Features of The Bright Idea Deck
If The Bright Idea Deck contained nothing but pictures, it would be a powerful brainstorming and creativity tool. (Marketing teams and advertising agencies often employ similar collections of easily randomized images as creativity fuel for brainstorming sessions.) In addition to the pictures, however, the deck incorporates several other features that greatly enhance the effectiveness of the cards.
The deck contains two major kinds of cards: trump cards and suit cards.
Trump Cards: Trump cards, identified by their purple border, carry more weight than other cards. When working with The Bright Idea Deck, these cards represent methods, motivations, and influences that deserve special attention.
Let's say you ask the question, "What are the two biggest factors influencing my situation?" To guide your brainstorming, you draw two cards, one of which is a trump. In this case, the trump would represent the more influential of the two factors. Suit Cards. The other fifty-six cards in the deck are divided into four suits: red, blue, yellow, and green. These cards help you see questions and situations from four unique perspectives:
Red cards concern actions, desires, goals, and intentions-the things you want, and the things you do (or don't do) in order to make them happen. Blue cards concern emotions, feelings, perceptions, intuitions, reactions, and prejudices-what you feel and why you feel it. Yellow cards concern decision making, logic, mathematics, strategies, responses, judgment, and reasoning-what you think and why you think it. Green cards concern material resources, the five senses, physical objects, and the environment-anything you can see, feel, hear, touch, or smell in the world around youDrawing a majority of blue cards during a brainstorming session prompts participants to focus on how emotions create, complicate, or perpetuate a situation. A mixture of yellow, green, and blue might suggest an exploration of how decisions (yellow) made strictly to save money (green) could impact the feelings (blue) of the people involved.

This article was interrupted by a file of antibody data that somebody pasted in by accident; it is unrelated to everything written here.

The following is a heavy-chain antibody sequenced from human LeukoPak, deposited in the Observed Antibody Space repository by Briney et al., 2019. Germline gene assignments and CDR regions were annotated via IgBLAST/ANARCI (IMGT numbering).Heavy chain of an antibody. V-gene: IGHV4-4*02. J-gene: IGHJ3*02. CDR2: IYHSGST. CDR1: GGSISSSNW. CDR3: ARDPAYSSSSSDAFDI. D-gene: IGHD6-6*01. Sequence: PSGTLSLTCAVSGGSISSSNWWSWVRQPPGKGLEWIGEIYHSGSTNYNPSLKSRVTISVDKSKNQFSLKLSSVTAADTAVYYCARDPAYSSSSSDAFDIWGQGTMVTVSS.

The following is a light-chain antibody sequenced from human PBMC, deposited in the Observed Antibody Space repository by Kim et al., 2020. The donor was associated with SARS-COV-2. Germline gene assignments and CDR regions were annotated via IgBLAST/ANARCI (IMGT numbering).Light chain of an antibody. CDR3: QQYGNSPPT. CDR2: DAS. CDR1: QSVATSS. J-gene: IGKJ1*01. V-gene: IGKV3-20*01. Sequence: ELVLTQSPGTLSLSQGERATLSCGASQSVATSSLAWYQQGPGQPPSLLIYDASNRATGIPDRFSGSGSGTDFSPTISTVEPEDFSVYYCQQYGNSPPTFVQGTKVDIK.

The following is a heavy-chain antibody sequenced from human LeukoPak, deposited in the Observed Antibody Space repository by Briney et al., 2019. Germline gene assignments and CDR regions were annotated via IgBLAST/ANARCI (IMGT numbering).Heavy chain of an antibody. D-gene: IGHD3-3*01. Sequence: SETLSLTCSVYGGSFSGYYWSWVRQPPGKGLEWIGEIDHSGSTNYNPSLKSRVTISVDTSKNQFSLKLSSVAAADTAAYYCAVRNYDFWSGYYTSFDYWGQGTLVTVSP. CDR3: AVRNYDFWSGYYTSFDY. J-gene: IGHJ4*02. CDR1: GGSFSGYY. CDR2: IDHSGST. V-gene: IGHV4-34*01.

These four suits provide unique perspectives-the four dimensions of your situation. By assuming a four-dimensional approach to solving problems, you expand your perspective and improve your chances of success.
Trump cards are numbered from zero to twenty-one. Suit cards are numbered from one to ten. Numbering the cards makes all kinds of associations possible.
You could assign weights to the cards and pay more attention to those with higher numbers. For example, you might decide the influence represented by the Blue 8 is greater than the influence represented by the Yellow 3. You might arrange or organize the cards according to their number values. For example, you might choose to see the cards as steps in a process, and decide that Green 2, Yellow 5, and Red 8 represent three sequential steps in that process. If the Yellow 5, Red 5, and Blue 5 all turn up in a brainstorming spread, you might consider what themes these fives have in common.
The numbers on the cards aren't random! Within each suit, the progression of numbers from one to ten also tells a story: the story of the ten stages we all go through when confronting something new.
The ten stages are as follows:
1. Opportunity. The opportunity presents itself.
2. Duality. We debate how to deal with the opportunity.
3. Productivity. We take some initial action (or refuse...(Continues)